Some 50 multipurpose shelters have been prepared, while 256 cyclone preparation programme volunteer units have provided early warning messages to the communities in the Rohingya camps as cyclone Amphan is unlikely to hit Cox's Bazar district.
International Organisation for Migration (IOM) said they remain on standby to provide emergency support in the wake of possible damage to be caused by Amphan.
To reduce the risk of landslides within the Rohingya settlements during cyclone and monsoon season, Site Maintenance and Engineering Project (SMEP) – a joint IOM, UNHCR and WFP initiative – identified and stabilised potential risky areas using bamboo and concrete walls.
To prepare and respond to Amphan in Cox's Bazar, 21 Union Disaster Management Committees were activated with support from IOM Bangladesh's Disaster Risk Reduction unit in Ukhiya, Teknaf, Ramu and Moheshkhaliupazilas, according to IOM.
Just days after the first cases of Covid-19 were confirmed in the Rohingya settlements of Cox's Bazar, approximately 1.2 million Rohingyas and host community members now face the threat of the super cyclonic storm.
"We're extremely concerned that there'll be a new humanitarian crisis in the district if a cyclone hits while we try to contain the COVID-19 outbreak," said Manuel Pereira, deputy chief of mission for IOM Bangladesh.
"Communities are already vulnerable to the devastating health crisis and we know that if people are forced to seek communal shelter, they'll be unable to maintain physical distancing and run the risk of contracting or transmitting the virus."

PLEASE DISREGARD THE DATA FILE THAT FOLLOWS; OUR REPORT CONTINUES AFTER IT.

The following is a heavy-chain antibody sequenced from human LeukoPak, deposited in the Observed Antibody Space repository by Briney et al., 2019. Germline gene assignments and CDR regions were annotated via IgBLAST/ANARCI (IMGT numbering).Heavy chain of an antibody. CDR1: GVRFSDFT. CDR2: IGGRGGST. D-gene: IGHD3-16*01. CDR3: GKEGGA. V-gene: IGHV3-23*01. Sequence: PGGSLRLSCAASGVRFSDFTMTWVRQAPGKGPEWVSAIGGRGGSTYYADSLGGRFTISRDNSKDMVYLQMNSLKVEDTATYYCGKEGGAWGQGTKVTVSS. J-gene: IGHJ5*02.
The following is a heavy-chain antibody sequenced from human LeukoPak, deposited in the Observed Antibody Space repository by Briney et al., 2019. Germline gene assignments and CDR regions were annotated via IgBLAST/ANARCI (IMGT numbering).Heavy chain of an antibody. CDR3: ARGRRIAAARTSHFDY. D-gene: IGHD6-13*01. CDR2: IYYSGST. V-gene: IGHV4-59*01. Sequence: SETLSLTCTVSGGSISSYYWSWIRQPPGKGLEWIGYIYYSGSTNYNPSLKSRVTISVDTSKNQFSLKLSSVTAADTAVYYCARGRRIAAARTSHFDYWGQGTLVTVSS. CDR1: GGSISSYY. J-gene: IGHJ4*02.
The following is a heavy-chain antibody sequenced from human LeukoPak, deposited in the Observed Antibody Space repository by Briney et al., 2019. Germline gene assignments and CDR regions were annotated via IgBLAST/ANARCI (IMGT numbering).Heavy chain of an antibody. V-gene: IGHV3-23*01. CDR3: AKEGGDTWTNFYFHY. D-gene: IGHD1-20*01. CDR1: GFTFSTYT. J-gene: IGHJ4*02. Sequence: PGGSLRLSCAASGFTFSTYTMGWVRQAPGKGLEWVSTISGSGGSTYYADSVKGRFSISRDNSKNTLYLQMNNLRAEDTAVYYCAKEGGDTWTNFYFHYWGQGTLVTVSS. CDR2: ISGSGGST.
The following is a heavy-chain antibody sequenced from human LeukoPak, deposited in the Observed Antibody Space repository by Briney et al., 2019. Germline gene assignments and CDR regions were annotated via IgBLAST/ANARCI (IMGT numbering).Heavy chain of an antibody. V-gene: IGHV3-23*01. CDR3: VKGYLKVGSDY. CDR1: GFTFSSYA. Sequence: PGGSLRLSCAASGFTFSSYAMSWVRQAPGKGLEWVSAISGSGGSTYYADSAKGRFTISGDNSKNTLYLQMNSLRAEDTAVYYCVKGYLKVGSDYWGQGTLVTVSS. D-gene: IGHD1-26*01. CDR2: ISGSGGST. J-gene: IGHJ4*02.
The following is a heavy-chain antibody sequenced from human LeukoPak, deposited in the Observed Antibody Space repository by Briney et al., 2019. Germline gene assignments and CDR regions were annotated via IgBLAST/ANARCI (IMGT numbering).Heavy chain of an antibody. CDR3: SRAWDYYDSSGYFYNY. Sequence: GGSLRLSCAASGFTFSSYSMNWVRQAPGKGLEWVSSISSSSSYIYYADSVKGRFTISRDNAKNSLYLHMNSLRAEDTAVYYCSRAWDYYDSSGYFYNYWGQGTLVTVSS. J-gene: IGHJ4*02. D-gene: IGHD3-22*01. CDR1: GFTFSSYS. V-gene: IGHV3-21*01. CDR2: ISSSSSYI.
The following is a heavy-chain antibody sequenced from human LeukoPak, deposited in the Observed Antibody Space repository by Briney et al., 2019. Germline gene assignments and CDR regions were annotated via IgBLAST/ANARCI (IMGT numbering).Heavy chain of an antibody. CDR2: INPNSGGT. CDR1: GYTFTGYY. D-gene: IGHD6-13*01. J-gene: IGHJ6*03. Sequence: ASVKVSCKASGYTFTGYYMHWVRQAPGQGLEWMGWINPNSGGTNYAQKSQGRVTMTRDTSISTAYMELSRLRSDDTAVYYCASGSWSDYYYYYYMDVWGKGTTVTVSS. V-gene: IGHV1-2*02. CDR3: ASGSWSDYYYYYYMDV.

IOM teams are using what they learned responding to Cyclone Bulbul that hit in November 2019, to prepare for the new cyclone season, training first responders on early warning mechanisms and response activities, distributing and prepositioning supplies, renovating community cyclone shelters, reinforcing critical infrastructure, repairing drainage systems, enhancing individual shelter durability and raising awareness throughout the community.
COVID-19 RESPONSE UPDATE
According to government officials, five cases of coronavirus have been confirmed in the Rohingya population at Cox's Bazar (based on 140 tests) as of May 18.
IOM staff are now engaged in a multifaceted response to contain the spread of Covid-19 while coordinating a comprehensive cyclone preparedness effort – alerting the community, reinforcing critical infrastructure and prepositioning emergency items before the cyclone makes landfall.
IOM is constructing a new 250-bed capacity Severe Acute Respiratory Infection Isolation and Treatment Centre (SARI ITC) which will contribute to the larger target agreed upon by the lead actors of the humanitarian community, IOM, UNICEF and UNHCR.
IOM is also setting up much needed oxygen provisions as a common pipeline service for treatment facilities supporting its own and partners.
Through 24-hour hotlines and Interactive Voice Response (IVR) technology, IOM continues to respond despite operational challenges, providing life-saving information while dispelling harmful rumours and misinformation having reached more than 20,000 calls over the last weeks.